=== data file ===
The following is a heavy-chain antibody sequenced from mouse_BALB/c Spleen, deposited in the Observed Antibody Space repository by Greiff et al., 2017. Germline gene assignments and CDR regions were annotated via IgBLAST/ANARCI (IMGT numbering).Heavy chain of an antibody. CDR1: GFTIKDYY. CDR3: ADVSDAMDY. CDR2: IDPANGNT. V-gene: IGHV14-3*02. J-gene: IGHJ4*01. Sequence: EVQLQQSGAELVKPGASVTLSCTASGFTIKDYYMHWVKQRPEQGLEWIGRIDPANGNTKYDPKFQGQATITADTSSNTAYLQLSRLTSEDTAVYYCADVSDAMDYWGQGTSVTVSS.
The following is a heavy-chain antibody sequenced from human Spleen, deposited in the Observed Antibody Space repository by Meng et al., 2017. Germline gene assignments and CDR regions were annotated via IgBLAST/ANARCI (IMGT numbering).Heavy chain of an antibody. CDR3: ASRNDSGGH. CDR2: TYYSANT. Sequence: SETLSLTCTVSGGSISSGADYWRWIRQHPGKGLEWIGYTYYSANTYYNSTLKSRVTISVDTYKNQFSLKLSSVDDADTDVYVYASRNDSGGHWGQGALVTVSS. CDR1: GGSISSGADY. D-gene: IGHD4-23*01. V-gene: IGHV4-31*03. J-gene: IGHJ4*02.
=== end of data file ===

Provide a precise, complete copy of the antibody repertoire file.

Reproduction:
The following is a heavy-chain antibody sequenced from mouse_BALB/c Spleen, deposited in the Observed Antibody Space repository by Greiff et al., 2017. Germline gene assignments and CDR regions were annotated via IgBLAST/ANARCI (IMGT numbering).Heavy chain of an antibody. CDR1: GFTIKDYY. CDR3: ADVSDAMDY. CDR2: IDPANGNT. V-gene: IGHV14-3*02. J-gene: IGHJ4*01. Sequence: EVQLQQSGAELVKPGASVTLSCTASGFTIKDYYMHWVKQRPEQGLEWIGRIDPANGNTKYDPKFQGQATITADTSSNTAYLQLSRLTSEDTAVYYCADVSDAMDYWGQGTSVTVSS.
The following is a heavy-chain antibody sequenced from human Spleen, deposited in the Observed Antibody Space repository by Meng et al., 2017. Germline gene assignments and CDR regions were annotated via IgBLAST/ANARCI (IMGT numbering).Heavy chain of an antibody. CDR3: ASRNDSGGH. CDR2: TYYSANT. Sequence: SETLSLTCTVSGGSISSGADYWRWIRQHPGKGLEWIGYTYYSANTYYNSTLKSRVTISVDTYKNQFSLKLSSVDDADTDVYVYASRNDSGGHWGQGALVTVSS. CDR1: GGSISSGADY. D-gene: IGHD4-23*01. V-gene: IGHV4-31*03. J-gene: IGHJ4*02.